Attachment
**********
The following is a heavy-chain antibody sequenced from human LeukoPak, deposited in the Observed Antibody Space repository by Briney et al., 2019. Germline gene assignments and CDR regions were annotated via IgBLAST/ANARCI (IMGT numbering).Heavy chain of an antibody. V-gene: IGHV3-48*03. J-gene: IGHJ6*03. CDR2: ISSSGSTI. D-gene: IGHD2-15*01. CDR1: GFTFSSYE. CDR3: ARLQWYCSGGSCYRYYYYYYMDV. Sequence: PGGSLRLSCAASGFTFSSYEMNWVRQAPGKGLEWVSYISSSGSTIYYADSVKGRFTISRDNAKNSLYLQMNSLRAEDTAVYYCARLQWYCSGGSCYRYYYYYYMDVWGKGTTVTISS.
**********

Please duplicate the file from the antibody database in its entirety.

The following is a heavy-chain antibody sequenced from human LeukoPak, deposited in the Observed Antibody Space repository by Briney et al., 2019. Germline gene assignments and CDR regions were annotated via IgBLAST/ANARCI (IMGT numbering).Heavy chain of an antibody. V-gene: IGHV3-48*03. J-gene: IGHJ6*03. CDR2: ISSSGSTI. D-gene: IGHD2-15*01. CDR1: GFTFSSYE. CDR3: ARLQWYCSGGSCYRYYYYYYMDV. Sequence: PGGSLRLSCAASGFTFSSYEMNWVRQAPGKGLEWVSYISSSGSTIYYADSVKGRFTISRDNAKNSLYLQMNSLRAEDTAVYYCARLQWYCSGGSCYRYYYYYYMDVWGKGTTVTISS.